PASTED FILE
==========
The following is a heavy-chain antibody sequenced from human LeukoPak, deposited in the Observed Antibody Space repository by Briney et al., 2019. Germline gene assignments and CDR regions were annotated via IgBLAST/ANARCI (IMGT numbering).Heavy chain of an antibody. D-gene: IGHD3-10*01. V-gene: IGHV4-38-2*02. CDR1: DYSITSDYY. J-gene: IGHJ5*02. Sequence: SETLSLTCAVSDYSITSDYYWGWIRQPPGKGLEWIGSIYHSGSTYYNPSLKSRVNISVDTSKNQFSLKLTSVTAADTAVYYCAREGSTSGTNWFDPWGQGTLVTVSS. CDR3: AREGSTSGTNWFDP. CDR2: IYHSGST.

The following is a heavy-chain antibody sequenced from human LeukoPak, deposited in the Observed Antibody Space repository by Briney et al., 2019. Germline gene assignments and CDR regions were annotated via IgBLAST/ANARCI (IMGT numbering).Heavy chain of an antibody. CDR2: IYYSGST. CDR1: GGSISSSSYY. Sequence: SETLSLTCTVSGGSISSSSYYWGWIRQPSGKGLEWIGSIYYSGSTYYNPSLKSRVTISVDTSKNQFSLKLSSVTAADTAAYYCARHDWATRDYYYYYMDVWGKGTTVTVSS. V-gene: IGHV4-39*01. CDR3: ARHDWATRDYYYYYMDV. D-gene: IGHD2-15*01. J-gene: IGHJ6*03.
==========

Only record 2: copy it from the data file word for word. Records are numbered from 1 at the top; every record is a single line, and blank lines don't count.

The following is a heavy-chain antibody sequenced from human LeukoPak, deposited in the Observed Antibody Space repository by Briney et al., 2019. Germline gene assignments and CDR regions were annotated via IgBLAST/ANARCI (IMGT numbering).Heavy chain of an antibody. CDR2: IYYSGST. CDR1: GGSISSSSYY. Sequence: SETLSLTCTVSGGSISSSSYYWGWIRQPSGKGLEWIGSIYYSGSTYYNPSLKSRVTISVDTSKNQFSLKLSSVTAADTAAYYCARHDWATRDYYYYYMDVWGKGTTVTVSS. V-gene: IGHV4-39*01. CDR3: ARHDWATRDYYYYYMDV. D-gene: IGHD2-15*01. J-gene: IGHJ6*03.